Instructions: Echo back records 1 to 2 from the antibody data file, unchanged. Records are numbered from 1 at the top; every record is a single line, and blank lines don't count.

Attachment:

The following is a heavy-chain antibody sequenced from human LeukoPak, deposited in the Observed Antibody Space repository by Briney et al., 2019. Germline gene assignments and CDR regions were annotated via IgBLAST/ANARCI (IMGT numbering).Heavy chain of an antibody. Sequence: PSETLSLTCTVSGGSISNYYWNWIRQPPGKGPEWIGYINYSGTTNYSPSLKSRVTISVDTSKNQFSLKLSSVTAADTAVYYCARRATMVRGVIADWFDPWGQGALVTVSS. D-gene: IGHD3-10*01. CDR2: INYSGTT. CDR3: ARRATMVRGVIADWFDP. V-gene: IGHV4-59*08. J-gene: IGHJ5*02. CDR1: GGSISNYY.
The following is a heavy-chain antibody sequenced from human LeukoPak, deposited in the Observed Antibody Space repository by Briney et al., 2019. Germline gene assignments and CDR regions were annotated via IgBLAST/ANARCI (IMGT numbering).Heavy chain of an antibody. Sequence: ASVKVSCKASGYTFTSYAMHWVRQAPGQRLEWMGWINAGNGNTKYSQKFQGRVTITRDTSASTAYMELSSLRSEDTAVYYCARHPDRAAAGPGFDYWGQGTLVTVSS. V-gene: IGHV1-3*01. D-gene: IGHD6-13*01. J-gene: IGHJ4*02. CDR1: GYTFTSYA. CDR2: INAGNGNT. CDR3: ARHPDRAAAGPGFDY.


The following is a heavy-chain antibody sequenced from human LeukoPak, deposited in the Observed Antibody Space repository by Briney et al., 2019. Germline gene assignments and CDR regions were annotated via IgBLAST/ANARCI (IMGT numbering).Heavy chain of an antibody. Sequence: PSETLSLTCTVSGGSISNYYWNWIRQPPGKGPEWIGYINYSGTTNYSPSLKSRVTISVDTSKNQFSLKLSSVTAADTAVYYCARRATMVRGVIADWFDPWGQGALVTVSS. D-gene: IGHD3-10*01. CDR2: INYSGTT. CDR3: ARRATMVRGVIADWFDP. V-gene: IGHV4-59*08. J-gene: IGHJ5*02. CDR1: GGSISNYY.
The following is a heavy-chain antibody sequenced from human LeukoPak, deposited in the Observed Antibody Space repository by Briney et al., 2019. Germline gene assignments and CDR regions were annotated via IgBLAST/ANARCI (IMGT numbering).Heavy chain of an antibody. Sequence: ASVKVSCKASGYTFTSYAMHWVRQAPGQRLEWMGWINAGNGNTKYSQKFQGRVTITRDTSASTAYMELSSLRSEDTAVYYCARHPDRAAAGPGFDYWGQGTLVTVSS. V-gene: IGHV1-3*01. D-gene: IGHD6-13*01. J-gene: IGHJ4*02. CDR1: GYTFTSYA. CDR2: INAGNGNT. CDR3: ARHPDRAAAGPGFDY.